“Literacy unlocks the door to learning throughout life, is essential to development and health, and opens the way to democratic participation and active citizenship.”
Chimbundire Basic School in Katete never had a library, but its teachers and administrators didn’t let the lack of resources get in the way of ensuring the highest possible quality education for their young students. With only a few books, the school implemented a reading program once per week, and held story sessions under a tree on the school grounds.
When our team in Zambia first visited the school and saw the enthusiasm for reading of the school’s 1,000 students, we knew we wanted to partner with Chimbundire Basic to build a library. With more books and trained librarians, we thought, imagine what they could do!
For this project we would have to start from scratch. An average class size of 114 meant that there was no existing space to spare for bookshelves, so we prepared to build a brand new structure that would both house a library and provide additional storage for the school.
While our team got to work on the building design, the community leaders in Katete met to discuss how they could commit a significant portion of the project costs (as is required by Room to Read), knowing that their extremely rural setting did not provide many resources.
In the end it was decided that each village served by the school would take an entire day molding bricks for the new library. The next day, the neighboring village would do the same, and the rotation would continue until enough bricks were made to finish the project.
After the building was complete, Room to Read provided brightly-colored children’s books to stock the shelves along with chairs and desks for library activities. Then we conducted training (the first of several to take place over the next three years) for three teachers, a school administrator and one member of the community on library management skills like book leveling and community engagement.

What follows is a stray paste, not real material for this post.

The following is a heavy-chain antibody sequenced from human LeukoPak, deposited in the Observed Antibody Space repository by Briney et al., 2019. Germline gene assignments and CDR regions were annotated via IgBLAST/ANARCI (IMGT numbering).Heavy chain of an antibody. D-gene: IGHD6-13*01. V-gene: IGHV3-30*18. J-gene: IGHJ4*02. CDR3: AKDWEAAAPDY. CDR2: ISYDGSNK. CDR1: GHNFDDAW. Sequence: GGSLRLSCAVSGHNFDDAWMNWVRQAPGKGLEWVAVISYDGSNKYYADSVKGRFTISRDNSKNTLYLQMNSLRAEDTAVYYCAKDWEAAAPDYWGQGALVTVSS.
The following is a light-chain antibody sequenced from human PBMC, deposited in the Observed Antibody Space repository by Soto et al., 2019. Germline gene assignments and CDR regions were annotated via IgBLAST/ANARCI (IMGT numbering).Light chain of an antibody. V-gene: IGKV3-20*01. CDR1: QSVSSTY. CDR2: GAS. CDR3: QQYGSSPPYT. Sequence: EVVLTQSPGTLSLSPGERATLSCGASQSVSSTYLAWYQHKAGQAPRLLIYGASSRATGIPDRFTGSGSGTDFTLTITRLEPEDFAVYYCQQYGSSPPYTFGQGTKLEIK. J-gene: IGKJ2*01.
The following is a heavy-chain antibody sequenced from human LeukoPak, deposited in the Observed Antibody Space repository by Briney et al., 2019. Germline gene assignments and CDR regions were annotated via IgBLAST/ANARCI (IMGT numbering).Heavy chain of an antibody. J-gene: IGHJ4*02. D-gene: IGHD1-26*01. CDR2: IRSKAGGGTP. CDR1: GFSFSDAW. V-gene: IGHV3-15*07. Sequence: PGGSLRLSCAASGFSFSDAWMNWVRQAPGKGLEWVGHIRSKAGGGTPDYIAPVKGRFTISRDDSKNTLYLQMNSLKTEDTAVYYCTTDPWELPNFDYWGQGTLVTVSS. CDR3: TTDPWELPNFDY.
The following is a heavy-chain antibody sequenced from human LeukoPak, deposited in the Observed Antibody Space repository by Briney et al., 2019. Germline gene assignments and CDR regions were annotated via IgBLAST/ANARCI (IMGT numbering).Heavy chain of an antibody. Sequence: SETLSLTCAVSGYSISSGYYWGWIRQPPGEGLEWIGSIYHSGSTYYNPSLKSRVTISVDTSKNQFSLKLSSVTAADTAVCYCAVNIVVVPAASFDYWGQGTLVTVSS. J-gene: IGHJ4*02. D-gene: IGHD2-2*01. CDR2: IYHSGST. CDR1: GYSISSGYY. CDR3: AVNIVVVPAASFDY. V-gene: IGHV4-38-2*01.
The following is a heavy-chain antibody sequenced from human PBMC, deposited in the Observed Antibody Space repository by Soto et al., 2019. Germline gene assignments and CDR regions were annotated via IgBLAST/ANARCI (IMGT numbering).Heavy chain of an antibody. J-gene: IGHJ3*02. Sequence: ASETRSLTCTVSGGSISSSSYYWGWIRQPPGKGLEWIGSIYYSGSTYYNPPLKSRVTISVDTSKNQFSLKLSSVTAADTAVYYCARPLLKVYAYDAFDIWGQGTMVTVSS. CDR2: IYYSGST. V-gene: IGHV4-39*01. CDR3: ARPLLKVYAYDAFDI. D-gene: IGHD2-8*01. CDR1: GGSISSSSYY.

In the months since Chimbundire Basic got its first-ever library, things have started to change. More committed than ever to ensuring all children in their community gain a solid foundation in reading, the school’s teachers have begun to take time out of classroom instruction to conduct reading activities in the library. “It is so lovely to have our reading program conducted there,” says the school’s head teacher.
A weekly library period for each class to read and check out books has been implemented school-wide, and the facility remains open before and after school so that students can enjoy the new books in their free time as well. Some of the students still like to take books out to read under the old “library tree,” but they no longer have to.
Learn more about our work in Zambia.
http://www.roomtoread.org (Room to Read website)
http://www.theelders.org (The Elders – independent global leaders working together for peace and human rights, including Kofi Annan)
http://www.google.com/literacy/ (The Literacy Project: Google)